The formalisation of the compositional process implies a resolution of the principles that link the musical materials used in the piece. The main aspects are as follows: the development of a rhythmic hierarchical language by the polyphonic assembling of rhythmic patterns, the creation of the harmonic eld homogenising the sonority of the piece, the descending melodic shape. Each main body of material is governed by the idea of a melodic descent, each section of the piece is reduced in duration. The harmonic and rhythmic aspects are created almost entirely using OpenMusic; the comprehension of this process is essential to the understanding of the musical materials construction and its development throughout the piece. Therefore, an explanation of the rhythmic and harmonic formalisation by CAC will be presented in the introduction to the analysis of the piece.

2.1

The rhythmic hierarchical language by polyphonic assembling of rhythmic patterns

Rhythmic hierarchy and periodic patterns are the main rhythmic aspects developed by Mauro Lanza. The hierarchy can be achieved when some specic points are emphasized in a rhythmic sequence, creating varying levels of importance. The accented points constitute an original rhythmic pattern that arithmetically generates all of the minor rhythmic structures. In Aschenblume, as in other Lanza works, there is a polyphonic treatment of the rhythmic hierarchies, the original rhythmic pattern is highlighted in the points where all voices are assembled; each voice has its own duration and is repeated throughout the whole length of the original pattern. The rhythmic sub patterns of each voice are obtained from a modulo division of the original pattern, that allows sub patterns to be generated, and that coincide with the original pattern onsets. The onsets of the original pattern are expressed in ratios, which are note values measured in relation to the beginning of the pattern that is the point zero. The divisor indicates the division unity and the numerator the position of each onset. For example, in a 21 sixteenths note pattern that has onset the 5th , 13th , 15th and 2st sixteenth note will be represented as follows: 0 5/16 13/16 66 15/16 21/16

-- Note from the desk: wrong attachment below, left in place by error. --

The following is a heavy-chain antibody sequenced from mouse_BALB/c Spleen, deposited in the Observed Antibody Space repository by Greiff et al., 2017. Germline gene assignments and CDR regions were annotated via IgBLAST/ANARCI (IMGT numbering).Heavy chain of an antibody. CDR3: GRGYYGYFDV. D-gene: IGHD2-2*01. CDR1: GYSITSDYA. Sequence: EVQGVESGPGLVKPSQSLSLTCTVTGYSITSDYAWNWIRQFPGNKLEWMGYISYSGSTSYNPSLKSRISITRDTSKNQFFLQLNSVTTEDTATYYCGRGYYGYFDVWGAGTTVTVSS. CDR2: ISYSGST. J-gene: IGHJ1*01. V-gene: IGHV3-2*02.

The Genesis of Mauro Lanzas Aschenblume...

The possible duration of the derived pattern is expressed also as a ratio and it is said to be a modulo. The numerators of the original pattern onsets are divided by the numerator of the modulo; The remainders of each division are the onsets values that determine the derived pattern, if there are repeated remainders this value has to be taken just once. With a pattern that lasts 8 sixteenth notes the operation will as follows: Original pattern onsets Remainders Sub pattern onsets 0 0 0 5 5 5 13 5 7 15 7 21/8 5 Sub pattern duration

Figure 1. Rhythmic pattern with two sub-patterns periodicities

The composer creates an initial CAC tool in order to accelerate this process. The tool is an OM function called Subpatterns that generates the sub patterns with any modulo and any division unity. The rhythmic density depends on the number of notes in the modulo of a sub pattern, and can also be controlled with another function created by the composer. The function creates some restrictive constraints so as to choose the less dense patterns. In order to solve the constraints the search-engine Pmc-engine (from Mikael Laursons PWConstraints library) is used. This search-engine yields solutions found in a search domain giving preference to the solutions that respond to the constraints. The constraints are rules and heuristic rules; the rules take the sub pattern solutions responding to a simple true or false question, the heuristic rules select the sub patterns according to the desired density value. Then the composer can nd patterns determining the minimum value allowed in a voice and control the number of notes of each sub pattern depending of its density. In some sections of the piece the pitch is also formalised in order to create melodic patterns corresponding with the periodicity of the sub patterns, while the pitch reinforces the original pattern creating a heterophony. Each note of the chosen melody is allocated to each onset of the original pattern, the same notes are then allocated to the reminders of the division. When there are equal values as reminders of dierent divisions and the allocated note is dierent, this value appears in the sub pattern taking only one note from the allocated notes at each repetition. 67

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Original pattern onsets Remainders Notes

0 0 C

5 5 D

13 5 E

15 7 F

21/8 5 G

Sub pattern duration

Sub-pattern modulo Onsets Note

0 C

8 5 DEG

7 F

0 CG

7 1 5 F D

6 E

Figure 2. Heterophony over the rhythmic pattern appeared in the gure 1

Creation of a harmonic eld

The Aschenblumes harmony is obtained completely from two bell-like spectra created by physical modelling synthesis1 . The two instruments employed are a free and a clamped circular plate; their spectra are inharmonic with a huge quantity of non-temperate partials. In order to be used, the partials are approximated into quartertones and the clarinet is tuned a quartertone lower. Tempered instruments such as the piano and some pitched percussion instruments mostly play tempered notes; in the sections where more notes are needed the harmonies are approximated into semitones.

Figure 3. Free circular plate spectra

1 This kind of synthesis permits the creation of virtual instruments starting from their dimensions and the physical properties of their material. The procedure is made possible by the Modalys software, realized at the IRCAM. The composer Mauro Lanza created an interface to control the synthesis from inside OpenMusic.

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Figure 4. Clamped circular plate spectra